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Romanticism in Ameriea: The Transcendentalists

Published online by Cambridge University Press:  05 August 2009

Extract

The period from roughly 1830 through the 1860's saw the growth of one of the most exotic intellectual movements ever to take root in American soil. Led by Ralph Waldo Emerson, the New England transcendentalists mounted an attack on the social, intellectual, religious and political beliefs which their fathers, not to mention their contemporaries, had blandly held to represent the ultimate of humanwisdom. If the American of the mid-twentieth century sometimes exhibits a distressing fondness for a public recital of national sins and shortcomings, the inhabitants of nineteenthcentury Boston revealed an enviable capacity for regional, if not national, self-congratulation. They surely would have agreedwith Dr. Pangloss that this was the best of all possible worlds, and why not? Was there not good reason to believe, as Oliver Wendell Holmes was later to suggest, that Boston was the Hub of the Universe?

Type
Research Article
Copyright
Copyright © University of Notre Dame 1973

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References

1 Miller, Perry, ed., The American Transcendentalists: Their Prose and Poetry (New York, 1957), p. ixGoogle Scholar.

2 Emerson, Ralph Waldo, Complete Works, Riverside Edition, 12 vols. (Cambridge, 1883), VII, 2627Google Scholar.

3 Ibid., VII, 33.

4 “For in its origins romanticism was the revolt of the aesthetic sensibility against the philosophic spirit.” Shklar, Judith, After Utopia (Princeton, 1957), p. 12CrossRefGoogle Scholar. See also Hauser, Arnold, The Social History of Art, 4 vols. (New York, 1958), III, 179Google Scholar.

5 Quoted in Lowenthal, Leo, Literature and the Image of Man (Boston, 1957), p. 154Google Scholar.

6 “Not man, the rational animal, but Prometheus, the defiant creator was the new ideal.” Shklar, , p. 14Google Scholar.

7 Evans, D. O., Social Romanticism in France (Oxford, 1951), p. 2Google Scholar.

8 Emerson, VIII, 260.

9 Barzun, Jacques, Romanticism and the Modern Ego (Boston, 1943), p. 193Google Scholar.

10 Shklar, p. 66. See also Hauser, III, 179.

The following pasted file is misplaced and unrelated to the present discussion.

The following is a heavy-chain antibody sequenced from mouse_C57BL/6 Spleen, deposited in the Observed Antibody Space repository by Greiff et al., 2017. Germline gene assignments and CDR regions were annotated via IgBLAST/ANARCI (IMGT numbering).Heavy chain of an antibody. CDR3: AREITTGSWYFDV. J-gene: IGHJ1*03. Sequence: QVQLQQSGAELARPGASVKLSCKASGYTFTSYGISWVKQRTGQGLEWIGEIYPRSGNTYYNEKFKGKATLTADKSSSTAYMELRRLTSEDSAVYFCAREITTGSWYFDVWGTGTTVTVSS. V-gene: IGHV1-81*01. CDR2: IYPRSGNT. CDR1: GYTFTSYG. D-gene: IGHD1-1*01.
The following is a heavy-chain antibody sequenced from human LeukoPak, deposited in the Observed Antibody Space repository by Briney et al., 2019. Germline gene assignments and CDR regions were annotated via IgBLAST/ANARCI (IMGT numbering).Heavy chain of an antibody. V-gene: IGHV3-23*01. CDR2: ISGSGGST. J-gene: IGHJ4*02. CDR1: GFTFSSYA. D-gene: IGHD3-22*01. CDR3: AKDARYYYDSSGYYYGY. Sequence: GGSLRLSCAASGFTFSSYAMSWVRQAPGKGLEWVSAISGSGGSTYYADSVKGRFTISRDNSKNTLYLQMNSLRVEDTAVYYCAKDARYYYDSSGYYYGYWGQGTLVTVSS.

11 Quoted in Matthiessen, F. O., American Renaissance: Art and Expression in the Age of Emerson and Whitman (New York, 1941), pp. 103104Google Scholar.

12 Hartz, Louis, The Liberal Tradition in America (New York, 1955)Google Scholar.

13 Porterfield, Allen Wilson, An Outline of German Romanticism (Boston, 1914), p. 177Google Scholar.

14 Miller, pp. 36–37.

15 Thoreau, Henry David, Writings, 20 vols. (Boston, 1906), IV, 174Google Scholar.

16 Emerson, VII, 59.

17 Ibid., XI, 279.

18 Brooks, Van Wyck, The Flowering of New England (New York, 1936), pp. 276277Google Scholar.

19 Kohn, Hans, The Idea of Nationalism (New York, 1944), p. 345Google Scholar.

20 Quoted in Goddard, Harold Clark, Studies in New England Transcendentalism (New York, 1908), p. 165Google Scholar.

22 Thoreau, IV, 278.

23 “Historic Notes of Life and Letters in New England,” in Miller, , p. 5Google Scholar.

24 Emerson, III, 206.

25 Thoreau, IV, 480.

26 Ibid., p. 481.

27 Omond, T. S., The Romantic Triumph (Edinburgh and London, 1900), p. 297Google Scholar.

28 Quoted in Aris, Rheinhold, History of Political Thought in Germany (London, 1936), p. 289Google Scholar.

29 Emerson, III, 191.

30 Müller, Adam, “Elements of Politics,” in The Political Thought of the German Romantics, trans, and ed. Reiss, H. S. (Oxford, 1955), p. 144Google Scholar.

31 Emerson, III, 11.

32 “Aristocracy,” in Miller, , p. 306Google Scholar.

33 Emerson, VII, 34.

34 Ibid., p. 37.

35 Thoreau, IV, 365.

36 Ibid., p. 357.

37 In Aris, p. 277.

38 Müller, p. 145.

39 Thoreau, IV, 380.

40 “Historic Notes of Life and Letters in New England,” in Miller, , pp. 1920Google Scholar.

41 “Aristocracy,” in Miller, , p. 297Google Scholar.

42 Ibid., p. 305.

43 Schleiermacher, Fredrich Ernst, “On the Concepts of Different Forms of the State,” in , Reiss, p. 196Google Scholar.

44 Fichte, J. G., “Comments on the Theory of the State,” in , Reiss, p. 120Google Scholar.

45 Ibid., pp. 121–122.

46 Miller, p. 340.

47 Kohn, p. 345.

48 Emerson, XI, 282.

49 Camus, Albert, The Rebel, trans. Bower, Anthony (New York, 1956), p. 53Google Scholar.

50 Cowley, Malcolm, Exile's Return (New York, 1951), p. 101Google Scholar.

51 Thoreau, II, 350.

52 Emerson, VIII, 290.

53 Ibid., III, 192.

54 Miller, p. 19.

55 Thoreau, Henry David, Walden and On the Duty of Civil Disobedience (New York, 1965), p. 62Google Scholar.

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